Jamie Paul Griffin
jamie at kode5.net
Wed Aug 29 16:54:11 PDT 2012
[ Phil Dobbin wrote on Thu 30.Aug'12 at 0:27:54 +0100 ]
> Ryan Schmidt wrote:
> > On Aug 29, 2012, at 18:07, Phil Dobbin wrote:
> >> it'd be handier just to have the
> >> files/dirs needed to run everything again & put all my ports back in
> >> place as they were if the need arose.
> >> Could somebody give me the list needed to do this?
> > MacPorts doesn't really have such a feature, but there is a procedure written about how to do that here:
> > https://trac.macports.org/wiki/Migration
> > There is also a script in the last section of that page automating the reinstallation port. So in your backup, you'd want to perhaps automate running "port -qv installed > myports.txt"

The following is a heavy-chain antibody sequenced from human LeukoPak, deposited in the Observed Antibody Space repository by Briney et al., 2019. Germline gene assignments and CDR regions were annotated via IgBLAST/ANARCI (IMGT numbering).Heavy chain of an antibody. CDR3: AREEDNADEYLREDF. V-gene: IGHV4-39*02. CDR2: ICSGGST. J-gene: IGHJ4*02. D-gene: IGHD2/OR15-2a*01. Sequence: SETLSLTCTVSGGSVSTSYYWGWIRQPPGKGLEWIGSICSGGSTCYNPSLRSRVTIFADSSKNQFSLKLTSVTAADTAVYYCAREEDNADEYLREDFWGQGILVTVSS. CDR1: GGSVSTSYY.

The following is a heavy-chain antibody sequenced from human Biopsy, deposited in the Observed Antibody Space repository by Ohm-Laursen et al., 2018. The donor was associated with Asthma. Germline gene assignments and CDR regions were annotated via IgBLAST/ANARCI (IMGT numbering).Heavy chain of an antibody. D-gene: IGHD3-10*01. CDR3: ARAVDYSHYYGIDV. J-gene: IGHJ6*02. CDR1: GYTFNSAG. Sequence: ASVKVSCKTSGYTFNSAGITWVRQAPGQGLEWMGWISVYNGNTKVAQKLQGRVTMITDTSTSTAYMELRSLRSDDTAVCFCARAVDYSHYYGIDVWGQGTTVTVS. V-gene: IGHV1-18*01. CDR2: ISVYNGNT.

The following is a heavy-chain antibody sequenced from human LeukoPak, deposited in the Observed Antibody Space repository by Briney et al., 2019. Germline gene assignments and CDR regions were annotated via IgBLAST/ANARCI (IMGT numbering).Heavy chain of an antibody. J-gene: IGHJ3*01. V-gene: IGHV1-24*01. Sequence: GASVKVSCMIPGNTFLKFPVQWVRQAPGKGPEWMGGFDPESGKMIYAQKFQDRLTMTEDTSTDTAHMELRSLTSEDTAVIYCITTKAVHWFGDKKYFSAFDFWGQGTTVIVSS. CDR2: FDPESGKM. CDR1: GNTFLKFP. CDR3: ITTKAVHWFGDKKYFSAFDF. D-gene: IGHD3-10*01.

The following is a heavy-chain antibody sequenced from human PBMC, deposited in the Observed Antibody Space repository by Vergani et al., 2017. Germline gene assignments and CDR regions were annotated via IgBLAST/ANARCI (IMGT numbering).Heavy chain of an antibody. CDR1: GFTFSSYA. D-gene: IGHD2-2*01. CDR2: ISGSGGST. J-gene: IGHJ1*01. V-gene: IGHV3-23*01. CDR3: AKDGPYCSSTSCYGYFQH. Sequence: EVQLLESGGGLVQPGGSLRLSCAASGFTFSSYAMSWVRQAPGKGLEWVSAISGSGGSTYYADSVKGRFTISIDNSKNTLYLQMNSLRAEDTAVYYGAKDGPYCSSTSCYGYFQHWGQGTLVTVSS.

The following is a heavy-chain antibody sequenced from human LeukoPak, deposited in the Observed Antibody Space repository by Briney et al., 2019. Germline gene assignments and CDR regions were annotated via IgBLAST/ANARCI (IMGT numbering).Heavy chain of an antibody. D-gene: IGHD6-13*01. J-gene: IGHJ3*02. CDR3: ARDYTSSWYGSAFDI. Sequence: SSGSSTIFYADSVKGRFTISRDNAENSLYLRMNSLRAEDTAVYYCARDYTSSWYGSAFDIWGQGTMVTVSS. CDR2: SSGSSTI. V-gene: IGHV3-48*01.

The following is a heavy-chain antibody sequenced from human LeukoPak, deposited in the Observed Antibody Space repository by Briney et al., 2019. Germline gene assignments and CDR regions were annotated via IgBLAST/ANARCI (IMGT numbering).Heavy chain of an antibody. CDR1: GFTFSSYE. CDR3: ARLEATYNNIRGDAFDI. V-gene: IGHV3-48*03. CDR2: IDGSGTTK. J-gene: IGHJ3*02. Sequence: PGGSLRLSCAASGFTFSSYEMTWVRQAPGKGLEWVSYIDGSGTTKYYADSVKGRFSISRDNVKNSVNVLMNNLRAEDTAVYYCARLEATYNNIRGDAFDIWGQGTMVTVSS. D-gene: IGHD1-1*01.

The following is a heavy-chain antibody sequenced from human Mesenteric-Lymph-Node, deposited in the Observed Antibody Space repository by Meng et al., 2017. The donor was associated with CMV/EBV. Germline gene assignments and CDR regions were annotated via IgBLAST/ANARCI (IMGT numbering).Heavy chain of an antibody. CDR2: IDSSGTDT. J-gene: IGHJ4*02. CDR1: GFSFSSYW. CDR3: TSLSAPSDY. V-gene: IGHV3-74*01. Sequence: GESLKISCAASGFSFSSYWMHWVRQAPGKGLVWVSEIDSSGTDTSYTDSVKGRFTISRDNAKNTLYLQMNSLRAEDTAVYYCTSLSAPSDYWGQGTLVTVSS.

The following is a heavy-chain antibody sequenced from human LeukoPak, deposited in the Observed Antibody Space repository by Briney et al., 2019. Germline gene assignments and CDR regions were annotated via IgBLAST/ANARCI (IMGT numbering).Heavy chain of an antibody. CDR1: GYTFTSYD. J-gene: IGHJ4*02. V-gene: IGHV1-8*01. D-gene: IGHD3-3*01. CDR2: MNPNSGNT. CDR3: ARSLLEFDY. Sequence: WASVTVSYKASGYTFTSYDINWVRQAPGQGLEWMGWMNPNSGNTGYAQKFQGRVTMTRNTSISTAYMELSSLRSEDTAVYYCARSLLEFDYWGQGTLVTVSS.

> >and saving that myports.txt file in your backups somewhere. Of course there's no guarantee that at a later time you'll be able to reinstall these particular versions of these ports again,
> >if updates to MacPorts have occurred since you first installed them. Also, this won't save any files you've modified, like config files in /opt/local/etc; you should back up any such files yourself.
> So if I `sudo cp -R /opt/local/macports` to a suitable location & use
> the ports installed file (I regularly take a snapshot of ports installed
> via `port -qv installed > myports.txt`) that should give me a head start
> in case alarm bells start to toll?
> I'll also study the migration page although Snow Leopard is where I get
> off the train as far as OS X is concerned.
Couldn't you use traditional UNIX tools like dump/restore or dd to back-up /opt/local?
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